• Dodd, to CalMatters: “They have a choice to make whether they sign the bill or veto the bill, and if it really doesn’t meet the criteria, they’re going to veto it.”

A spokesperson for Sen. Brian Jones, a San Diego Republican who is the other co-author, said it was pulled because they needed “to ensure that the bill’s language doesn’t impede any law enforcement investigations.”

TikTok says it’s being unfairly singled out. It has spent nearly $80,000 lobbying on this measure, as well as three other bills this session. 

The federal government and 30 other states have adopted similar bans. Read more about the TikTok measure.

Disaster aid: Nicole Foy of CalMatters’ California Divide team reports that an attempt to get disaster relief to more Californians is dead for the year.

AB 513 would have created a state program to give direct aid payments to Californians who might not qualify for federal aid because of their legal status or because of the Federal Emergency Management Agency’s qualifying criteria. But it failed during the Assembly appropriations committee’s suspense file hearing last week. The state’s emergency management department estimated the bill would cost more than $1 billion and require at least seven additional staff.

The state has sometimes deployed temporary, targeted solutions for past disasters. For instance, it recently created a state fund for undocumented Californians who lost work and property during the 2022-23 winter storms and flooding. 

Assemblymember Freddie Rodriguez, a Chino Democrat who authored the bill, told CalMatters that “disaster-prone” California needs a permanent solution for the obstacles blocking Californians from getting the disaster assistance they need. He also disagreed with the cost assessment.

The proposed legislation could have helped Coachella Valley residents trying to recover from Tropical Storm Hilary, which flooded and damaged mostly low-income immigrant communities across the region.

2 As COVID surges, vax debate returns

Medical assistant Letrice Smith fills syringes during a community COVID-19 vaccination clinic run by Ravenswood Family Health Network at Facebook headquarters in Menlo Park on April 10, 2021.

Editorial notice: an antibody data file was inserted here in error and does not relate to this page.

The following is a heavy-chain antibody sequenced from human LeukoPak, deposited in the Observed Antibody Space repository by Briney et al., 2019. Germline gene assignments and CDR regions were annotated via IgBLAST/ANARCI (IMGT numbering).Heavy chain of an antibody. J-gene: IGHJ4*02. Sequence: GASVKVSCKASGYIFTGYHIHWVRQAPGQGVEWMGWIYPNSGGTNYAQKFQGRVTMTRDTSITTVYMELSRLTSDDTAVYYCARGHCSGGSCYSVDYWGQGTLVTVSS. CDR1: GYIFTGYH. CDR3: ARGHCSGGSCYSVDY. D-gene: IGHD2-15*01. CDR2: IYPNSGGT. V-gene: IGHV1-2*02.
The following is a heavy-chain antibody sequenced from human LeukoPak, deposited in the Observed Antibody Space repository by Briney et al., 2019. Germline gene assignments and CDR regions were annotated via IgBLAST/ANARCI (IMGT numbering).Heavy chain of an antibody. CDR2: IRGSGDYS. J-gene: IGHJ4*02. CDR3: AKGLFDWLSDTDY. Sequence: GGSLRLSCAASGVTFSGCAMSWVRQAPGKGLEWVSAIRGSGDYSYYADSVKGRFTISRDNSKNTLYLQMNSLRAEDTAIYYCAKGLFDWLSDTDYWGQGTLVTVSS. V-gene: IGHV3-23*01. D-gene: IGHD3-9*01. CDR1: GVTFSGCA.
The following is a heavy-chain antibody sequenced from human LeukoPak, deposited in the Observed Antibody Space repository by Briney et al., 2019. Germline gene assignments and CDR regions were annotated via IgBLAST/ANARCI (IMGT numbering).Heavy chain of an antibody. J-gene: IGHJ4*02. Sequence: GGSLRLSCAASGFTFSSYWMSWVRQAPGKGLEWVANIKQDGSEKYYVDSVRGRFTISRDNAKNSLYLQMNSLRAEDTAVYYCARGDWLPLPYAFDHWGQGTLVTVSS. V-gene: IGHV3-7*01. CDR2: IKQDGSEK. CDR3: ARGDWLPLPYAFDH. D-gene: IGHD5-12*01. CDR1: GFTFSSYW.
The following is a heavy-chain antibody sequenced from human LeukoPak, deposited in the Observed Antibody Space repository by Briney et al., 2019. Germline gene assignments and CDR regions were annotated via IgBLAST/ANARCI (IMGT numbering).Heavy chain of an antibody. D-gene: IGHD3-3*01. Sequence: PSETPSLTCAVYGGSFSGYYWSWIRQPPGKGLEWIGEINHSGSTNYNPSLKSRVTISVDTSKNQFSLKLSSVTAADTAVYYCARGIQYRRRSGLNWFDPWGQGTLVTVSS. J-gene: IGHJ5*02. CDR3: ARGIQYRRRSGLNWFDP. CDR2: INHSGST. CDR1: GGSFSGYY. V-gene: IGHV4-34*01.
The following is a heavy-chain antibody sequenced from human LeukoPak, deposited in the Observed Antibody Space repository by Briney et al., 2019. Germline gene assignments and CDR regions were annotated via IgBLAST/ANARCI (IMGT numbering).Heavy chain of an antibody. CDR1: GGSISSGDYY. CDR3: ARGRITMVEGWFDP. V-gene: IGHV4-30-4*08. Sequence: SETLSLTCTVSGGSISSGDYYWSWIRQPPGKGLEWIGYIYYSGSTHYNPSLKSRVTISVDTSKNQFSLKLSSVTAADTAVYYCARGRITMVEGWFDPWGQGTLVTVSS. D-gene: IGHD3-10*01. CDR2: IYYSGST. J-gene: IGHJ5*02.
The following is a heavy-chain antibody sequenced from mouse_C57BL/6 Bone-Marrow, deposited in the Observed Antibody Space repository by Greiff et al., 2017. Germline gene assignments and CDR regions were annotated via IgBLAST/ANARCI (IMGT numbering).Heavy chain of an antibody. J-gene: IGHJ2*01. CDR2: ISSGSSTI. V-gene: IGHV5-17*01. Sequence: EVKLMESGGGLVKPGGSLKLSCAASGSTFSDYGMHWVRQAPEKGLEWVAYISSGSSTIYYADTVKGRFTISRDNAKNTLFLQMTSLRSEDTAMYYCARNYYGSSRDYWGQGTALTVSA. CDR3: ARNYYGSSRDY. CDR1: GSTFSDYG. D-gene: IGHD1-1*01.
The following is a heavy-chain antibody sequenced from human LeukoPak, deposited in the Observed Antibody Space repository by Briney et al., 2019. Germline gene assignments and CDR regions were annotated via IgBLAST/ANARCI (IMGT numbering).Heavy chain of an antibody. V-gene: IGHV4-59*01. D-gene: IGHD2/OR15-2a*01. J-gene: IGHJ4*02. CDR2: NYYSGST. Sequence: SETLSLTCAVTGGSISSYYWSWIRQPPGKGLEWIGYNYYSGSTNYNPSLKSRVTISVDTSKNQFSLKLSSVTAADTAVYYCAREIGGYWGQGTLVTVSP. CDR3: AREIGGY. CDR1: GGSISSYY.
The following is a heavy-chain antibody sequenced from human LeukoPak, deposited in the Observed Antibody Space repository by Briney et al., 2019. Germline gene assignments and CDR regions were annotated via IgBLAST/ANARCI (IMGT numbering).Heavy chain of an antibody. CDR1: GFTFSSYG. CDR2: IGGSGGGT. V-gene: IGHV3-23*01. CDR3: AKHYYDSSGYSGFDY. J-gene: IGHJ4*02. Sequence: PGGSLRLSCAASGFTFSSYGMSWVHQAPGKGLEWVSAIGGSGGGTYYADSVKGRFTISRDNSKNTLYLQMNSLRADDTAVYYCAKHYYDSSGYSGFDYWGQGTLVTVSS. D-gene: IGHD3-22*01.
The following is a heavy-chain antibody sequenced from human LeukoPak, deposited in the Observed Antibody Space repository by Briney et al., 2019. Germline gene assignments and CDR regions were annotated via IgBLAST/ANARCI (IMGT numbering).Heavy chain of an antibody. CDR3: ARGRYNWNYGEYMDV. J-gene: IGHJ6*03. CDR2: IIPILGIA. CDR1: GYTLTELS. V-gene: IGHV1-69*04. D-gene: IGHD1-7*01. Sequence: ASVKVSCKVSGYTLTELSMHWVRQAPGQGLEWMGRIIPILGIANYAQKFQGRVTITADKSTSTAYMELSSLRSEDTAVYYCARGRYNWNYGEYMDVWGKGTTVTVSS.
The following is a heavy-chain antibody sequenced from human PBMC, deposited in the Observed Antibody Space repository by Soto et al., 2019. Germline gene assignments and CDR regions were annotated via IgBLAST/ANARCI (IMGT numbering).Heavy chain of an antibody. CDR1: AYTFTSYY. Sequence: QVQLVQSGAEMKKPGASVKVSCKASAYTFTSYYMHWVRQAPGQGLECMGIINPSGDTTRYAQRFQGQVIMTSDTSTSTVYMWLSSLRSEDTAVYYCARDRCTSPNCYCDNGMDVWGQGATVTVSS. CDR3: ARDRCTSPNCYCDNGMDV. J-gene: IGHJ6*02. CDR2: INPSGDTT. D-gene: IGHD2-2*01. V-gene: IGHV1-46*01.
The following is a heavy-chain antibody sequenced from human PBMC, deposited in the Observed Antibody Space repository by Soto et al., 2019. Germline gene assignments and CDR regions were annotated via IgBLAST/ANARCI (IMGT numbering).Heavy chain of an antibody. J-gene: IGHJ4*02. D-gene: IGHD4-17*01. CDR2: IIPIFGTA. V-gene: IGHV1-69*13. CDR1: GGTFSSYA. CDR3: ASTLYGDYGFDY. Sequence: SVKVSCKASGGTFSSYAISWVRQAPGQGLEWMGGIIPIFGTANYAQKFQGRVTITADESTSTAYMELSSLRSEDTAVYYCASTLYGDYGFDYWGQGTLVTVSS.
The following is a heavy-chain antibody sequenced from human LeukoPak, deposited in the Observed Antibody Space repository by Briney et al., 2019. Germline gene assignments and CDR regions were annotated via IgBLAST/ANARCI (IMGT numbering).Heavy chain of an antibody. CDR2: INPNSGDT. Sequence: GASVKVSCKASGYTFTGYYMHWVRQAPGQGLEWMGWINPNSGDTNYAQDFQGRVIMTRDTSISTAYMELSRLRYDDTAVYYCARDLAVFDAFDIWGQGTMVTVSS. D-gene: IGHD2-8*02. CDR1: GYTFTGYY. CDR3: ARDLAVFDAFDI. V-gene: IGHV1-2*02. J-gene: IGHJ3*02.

A medical assistant fills syringes at a community COVID-19 vaccination clinic at Facebook headquarters in Menlo Park on April 10, 2021. Photo by Anne Wernikoff, CalMatters

An uptick in COVID-19 hospitalization rates and wastewater surveillance networks confirm that COVID-19 infection rates are on the rise. And while experts have been concerned that a new potential variant, known as Pirola, can spread faster even among people who had the illness before, trial data for the new booster appears promising to combat it.

But with any new COVID-19 booster — available as early as next week — comes renewed debate over vaccine mandates. In anticipation of any potential state or federal public health requirements, the Huntington Beach City Council voted Wednesday to ban mask and vaccine mandates, reports The Orange County Register, arguing that prior rules “damaged the economy.” Individual businesses can still require masks and vaccines, however, and residents can “do as they please.”

For public school students though, districts will expect them to be up-to-date on their shots against measles, mumps, chickenpox and other diseases. As EdSource reports, the state’s student vaccination rates have increased steadily since 2015, when California got rid of personal belief exemptions. 

But rates fell dramatically after schools shut down during the pandemic, and haven’t fully recovered since. California’s Department of Public Health’s latest audit numbers show that more than 500 public schools serving kids from kindergarten and seventh grade had low vaccination rates last school year, and can be at risk of losing funding.

Read more about California’s COVID status from CalMatters health reporter Kristen Hwang.

3 Meet Assemblymember Pilar Schiavo

Assemblymember Pilar Schiavo, left, of District 40, embraces Malia Cohen, California Controller during the opening session of the California Legislature in Sacramento on Dec. 5, 2022. The legislature returned to work on Monday to swear in new members and elect leaders for the upcoming session. Photo by José Luis Villegas, AP Photo Pool)
Assemblymember Pilar Schiavo, left, embraces California Controller Malia Cohen at the state Capitol in Sacramento on Dec. 5, 2022. Photo by José Luis Villegas, AP Photo Pool

Assemblymember Pilar Schiavo has a lot on her plate. After Robert Rivas became speaker, he approached the Democrat from Santa Clarita Valley to become the chairperson of the Military and Veterans Affairs committee, which is now monitoring the tech-financed land grab near Travis Air Force Base, apparently to build a brand-new city (“We’re keeping an eye on it… but it’s not raising huge red flags”).

Meanwhile back in her district, Schiavo is opposing the recent utilities commission’s approval to ramp up operations of the Aliso Canyon natural gas facility, which was the site of the country’s largest gas leak in 2015.